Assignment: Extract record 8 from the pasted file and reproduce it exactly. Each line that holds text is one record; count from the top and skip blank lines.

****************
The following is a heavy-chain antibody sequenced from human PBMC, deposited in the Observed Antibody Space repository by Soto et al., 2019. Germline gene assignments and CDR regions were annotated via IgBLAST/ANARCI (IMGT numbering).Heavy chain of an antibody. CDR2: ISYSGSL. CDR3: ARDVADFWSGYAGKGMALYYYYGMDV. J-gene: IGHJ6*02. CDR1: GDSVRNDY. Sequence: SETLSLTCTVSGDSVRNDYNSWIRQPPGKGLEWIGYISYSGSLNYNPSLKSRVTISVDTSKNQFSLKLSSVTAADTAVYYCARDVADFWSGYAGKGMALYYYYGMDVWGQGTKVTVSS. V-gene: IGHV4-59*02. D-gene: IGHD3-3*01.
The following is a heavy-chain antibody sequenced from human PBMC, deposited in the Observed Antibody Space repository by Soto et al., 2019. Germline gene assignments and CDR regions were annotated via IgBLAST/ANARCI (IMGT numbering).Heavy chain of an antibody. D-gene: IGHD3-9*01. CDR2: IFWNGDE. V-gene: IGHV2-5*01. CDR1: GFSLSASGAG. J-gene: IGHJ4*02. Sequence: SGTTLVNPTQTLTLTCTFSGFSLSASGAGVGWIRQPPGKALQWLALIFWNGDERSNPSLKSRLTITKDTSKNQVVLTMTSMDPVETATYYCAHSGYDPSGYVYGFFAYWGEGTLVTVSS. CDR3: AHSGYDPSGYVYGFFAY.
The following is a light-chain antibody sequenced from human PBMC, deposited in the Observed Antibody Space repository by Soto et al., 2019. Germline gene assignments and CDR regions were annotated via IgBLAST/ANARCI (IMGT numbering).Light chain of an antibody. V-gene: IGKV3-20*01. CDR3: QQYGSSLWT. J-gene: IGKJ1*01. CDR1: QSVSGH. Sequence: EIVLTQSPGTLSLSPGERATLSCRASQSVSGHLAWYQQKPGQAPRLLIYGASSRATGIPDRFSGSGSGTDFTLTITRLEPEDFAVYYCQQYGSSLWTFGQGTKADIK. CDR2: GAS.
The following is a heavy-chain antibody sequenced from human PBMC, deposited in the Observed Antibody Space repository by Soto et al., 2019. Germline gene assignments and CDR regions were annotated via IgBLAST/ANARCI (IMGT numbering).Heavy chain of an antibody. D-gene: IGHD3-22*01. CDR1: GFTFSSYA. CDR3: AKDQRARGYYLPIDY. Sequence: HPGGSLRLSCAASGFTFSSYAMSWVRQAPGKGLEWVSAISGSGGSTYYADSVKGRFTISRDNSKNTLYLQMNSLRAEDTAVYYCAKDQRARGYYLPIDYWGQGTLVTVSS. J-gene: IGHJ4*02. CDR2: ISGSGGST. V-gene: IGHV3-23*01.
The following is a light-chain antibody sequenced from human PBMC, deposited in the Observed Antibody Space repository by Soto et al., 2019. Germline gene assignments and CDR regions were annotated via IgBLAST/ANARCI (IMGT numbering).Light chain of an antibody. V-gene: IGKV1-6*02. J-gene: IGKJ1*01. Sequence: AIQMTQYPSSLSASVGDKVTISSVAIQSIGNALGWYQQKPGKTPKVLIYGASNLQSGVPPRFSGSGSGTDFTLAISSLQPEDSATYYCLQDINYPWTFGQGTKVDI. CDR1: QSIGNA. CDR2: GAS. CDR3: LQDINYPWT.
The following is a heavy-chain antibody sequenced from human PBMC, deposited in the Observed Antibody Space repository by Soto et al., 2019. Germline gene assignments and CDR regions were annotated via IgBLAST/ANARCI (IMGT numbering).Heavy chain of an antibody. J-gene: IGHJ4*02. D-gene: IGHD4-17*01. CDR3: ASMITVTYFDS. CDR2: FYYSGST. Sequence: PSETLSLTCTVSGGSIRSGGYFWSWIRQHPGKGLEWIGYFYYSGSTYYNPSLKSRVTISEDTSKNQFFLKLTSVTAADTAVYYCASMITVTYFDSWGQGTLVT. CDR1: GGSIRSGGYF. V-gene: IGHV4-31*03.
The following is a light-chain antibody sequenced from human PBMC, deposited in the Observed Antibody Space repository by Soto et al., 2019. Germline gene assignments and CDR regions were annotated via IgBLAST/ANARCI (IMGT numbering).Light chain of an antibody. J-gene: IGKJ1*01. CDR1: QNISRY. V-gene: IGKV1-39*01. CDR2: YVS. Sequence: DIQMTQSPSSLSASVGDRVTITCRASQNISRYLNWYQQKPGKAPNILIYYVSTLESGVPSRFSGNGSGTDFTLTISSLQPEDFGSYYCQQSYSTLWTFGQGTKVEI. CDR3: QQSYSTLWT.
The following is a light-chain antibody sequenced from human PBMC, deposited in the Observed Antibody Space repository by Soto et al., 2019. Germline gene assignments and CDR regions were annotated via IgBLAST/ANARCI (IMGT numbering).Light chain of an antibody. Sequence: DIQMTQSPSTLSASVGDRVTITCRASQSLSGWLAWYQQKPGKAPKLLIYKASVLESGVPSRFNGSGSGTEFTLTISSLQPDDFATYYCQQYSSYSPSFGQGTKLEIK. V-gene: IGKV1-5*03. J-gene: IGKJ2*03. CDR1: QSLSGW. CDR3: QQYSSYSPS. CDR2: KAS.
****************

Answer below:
The following is a light-chain antibody sequenced from human PBMC, deposited in the Observed Antibody Space repository by Soto et al., 2019. Germline gene assignments and CDR regions were annotated via IgBLAST/ANARCI (IMGT numbering).Light chain of an antibody. Sequence: DIQMTQSPSTLSASVGDRVTITCRASQSLSGWLAWYQQKPGKAPKLLIYKASVLESGVPSRFNGSGSGTEFTLTISSLQPDDFATYYCQQYSSYSPSFGQGTKLEIK. V-gene: IGKV1-5*03. J-gene: IGKJ2*03. CDR1: QSLSGW. CDR3: QQYSSYSPS. CDR2: KAS.